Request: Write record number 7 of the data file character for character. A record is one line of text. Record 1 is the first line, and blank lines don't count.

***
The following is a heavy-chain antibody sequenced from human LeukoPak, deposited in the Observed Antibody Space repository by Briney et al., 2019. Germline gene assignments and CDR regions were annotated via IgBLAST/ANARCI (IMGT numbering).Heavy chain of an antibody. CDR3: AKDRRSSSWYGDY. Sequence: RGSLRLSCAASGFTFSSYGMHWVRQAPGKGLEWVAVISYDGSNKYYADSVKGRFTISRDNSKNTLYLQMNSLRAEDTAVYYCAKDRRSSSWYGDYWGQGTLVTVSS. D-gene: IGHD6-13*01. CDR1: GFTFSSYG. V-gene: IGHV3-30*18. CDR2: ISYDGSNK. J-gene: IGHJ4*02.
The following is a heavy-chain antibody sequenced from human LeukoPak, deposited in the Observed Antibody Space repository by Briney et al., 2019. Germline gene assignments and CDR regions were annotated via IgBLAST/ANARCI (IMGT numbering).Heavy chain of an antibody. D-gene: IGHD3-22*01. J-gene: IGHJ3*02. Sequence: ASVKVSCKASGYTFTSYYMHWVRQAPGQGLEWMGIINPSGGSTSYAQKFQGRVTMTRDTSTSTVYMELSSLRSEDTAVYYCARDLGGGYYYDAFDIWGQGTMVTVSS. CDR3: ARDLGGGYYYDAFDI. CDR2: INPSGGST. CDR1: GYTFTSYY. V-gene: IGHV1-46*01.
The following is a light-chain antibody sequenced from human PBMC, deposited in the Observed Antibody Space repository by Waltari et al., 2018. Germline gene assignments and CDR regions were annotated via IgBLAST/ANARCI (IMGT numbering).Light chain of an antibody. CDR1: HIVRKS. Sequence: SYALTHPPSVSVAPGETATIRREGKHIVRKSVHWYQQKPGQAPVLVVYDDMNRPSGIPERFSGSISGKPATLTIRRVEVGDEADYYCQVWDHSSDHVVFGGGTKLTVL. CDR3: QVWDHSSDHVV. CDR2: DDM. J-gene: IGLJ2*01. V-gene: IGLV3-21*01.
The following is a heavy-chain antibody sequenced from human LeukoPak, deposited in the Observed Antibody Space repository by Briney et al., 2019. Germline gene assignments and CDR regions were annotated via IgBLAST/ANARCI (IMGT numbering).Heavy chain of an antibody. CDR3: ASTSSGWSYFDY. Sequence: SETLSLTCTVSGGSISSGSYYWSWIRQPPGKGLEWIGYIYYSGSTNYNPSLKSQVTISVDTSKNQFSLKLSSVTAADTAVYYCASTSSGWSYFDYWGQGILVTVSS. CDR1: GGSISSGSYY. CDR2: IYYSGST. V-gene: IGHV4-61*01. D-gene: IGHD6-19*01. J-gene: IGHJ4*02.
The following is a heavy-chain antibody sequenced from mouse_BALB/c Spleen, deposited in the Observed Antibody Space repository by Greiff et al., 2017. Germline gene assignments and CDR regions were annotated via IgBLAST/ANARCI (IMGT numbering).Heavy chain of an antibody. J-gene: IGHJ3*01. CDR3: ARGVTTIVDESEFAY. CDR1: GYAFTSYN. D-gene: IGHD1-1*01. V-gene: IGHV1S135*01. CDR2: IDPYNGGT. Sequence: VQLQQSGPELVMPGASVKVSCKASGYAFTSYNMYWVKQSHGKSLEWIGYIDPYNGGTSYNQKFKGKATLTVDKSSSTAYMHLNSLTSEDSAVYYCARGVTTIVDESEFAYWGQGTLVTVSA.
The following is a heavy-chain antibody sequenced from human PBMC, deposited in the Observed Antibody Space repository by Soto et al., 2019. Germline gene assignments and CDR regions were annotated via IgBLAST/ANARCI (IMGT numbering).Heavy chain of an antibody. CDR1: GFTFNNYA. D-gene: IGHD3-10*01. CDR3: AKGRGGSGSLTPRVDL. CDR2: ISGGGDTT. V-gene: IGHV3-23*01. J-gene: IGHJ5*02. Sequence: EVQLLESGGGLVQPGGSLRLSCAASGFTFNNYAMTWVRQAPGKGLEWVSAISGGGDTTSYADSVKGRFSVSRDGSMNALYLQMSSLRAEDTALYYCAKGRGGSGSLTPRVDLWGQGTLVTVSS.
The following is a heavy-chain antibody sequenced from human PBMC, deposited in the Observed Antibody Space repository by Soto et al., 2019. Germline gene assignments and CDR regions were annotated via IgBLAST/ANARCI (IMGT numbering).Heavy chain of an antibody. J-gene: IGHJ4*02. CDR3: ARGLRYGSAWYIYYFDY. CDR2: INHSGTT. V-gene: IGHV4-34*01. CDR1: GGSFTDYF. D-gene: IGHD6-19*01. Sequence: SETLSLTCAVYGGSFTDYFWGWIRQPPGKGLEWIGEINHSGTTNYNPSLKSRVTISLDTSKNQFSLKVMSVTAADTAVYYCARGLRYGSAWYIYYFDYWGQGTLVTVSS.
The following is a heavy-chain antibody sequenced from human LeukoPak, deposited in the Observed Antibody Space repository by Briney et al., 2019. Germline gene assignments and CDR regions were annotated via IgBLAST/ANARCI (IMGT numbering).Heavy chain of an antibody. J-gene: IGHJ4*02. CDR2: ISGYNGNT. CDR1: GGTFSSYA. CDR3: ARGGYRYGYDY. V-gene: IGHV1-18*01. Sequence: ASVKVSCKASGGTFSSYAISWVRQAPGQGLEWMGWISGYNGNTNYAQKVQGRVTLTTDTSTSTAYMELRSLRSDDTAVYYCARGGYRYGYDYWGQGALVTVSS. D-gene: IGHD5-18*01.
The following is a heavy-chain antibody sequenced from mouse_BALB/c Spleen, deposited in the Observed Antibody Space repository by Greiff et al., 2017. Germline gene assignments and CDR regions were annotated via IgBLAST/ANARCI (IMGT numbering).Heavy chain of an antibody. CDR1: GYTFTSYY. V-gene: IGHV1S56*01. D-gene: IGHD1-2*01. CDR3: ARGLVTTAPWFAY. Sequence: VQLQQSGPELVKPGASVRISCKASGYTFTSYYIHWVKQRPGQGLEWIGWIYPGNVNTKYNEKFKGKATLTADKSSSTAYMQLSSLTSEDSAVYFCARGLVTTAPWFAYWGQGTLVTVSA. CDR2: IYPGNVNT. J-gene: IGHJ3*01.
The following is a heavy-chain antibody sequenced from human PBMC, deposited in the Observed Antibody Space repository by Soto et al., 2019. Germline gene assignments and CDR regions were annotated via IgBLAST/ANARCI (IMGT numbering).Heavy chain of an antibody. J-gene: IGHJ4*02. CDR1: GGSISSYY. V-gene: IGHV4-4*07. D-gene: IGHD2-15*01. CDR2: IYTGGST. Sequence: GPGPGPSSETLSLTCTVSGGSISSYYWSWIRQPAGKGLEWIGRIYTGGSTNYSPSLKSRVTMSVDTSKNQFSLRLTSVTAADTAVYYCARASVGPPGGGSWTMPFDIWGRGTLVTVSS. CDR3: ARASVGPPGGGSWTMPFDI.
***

The following is a heavy-chain antibody sequenced from human PBMC, deposited in the Observed Antibody Space repository by Soto et al., 2019. Germline gene assignments and CDR regions were annotated via IgBLAST/ANARCI (IMGT numbering).Heavy chain of an antibody. J-gene: IGHJ4*02. CDR3: ARGLRYGSAWYIYYFDY. CDR2: INHSGTT. V-gene: IGHV4-34*01. CDR1: GGSFTDYF. D-gene: IGHD6-19*01. Sequence: SETLSLTCAVYGGSFTDYFWGWIRQPPGKGLEWIGEINHSGTTNYNPSLKSRVTISLDTSKNQFSLKVMSVTAADTAVYYCARGLRYGSAWYIYYFDYWGQGTLVTVSS.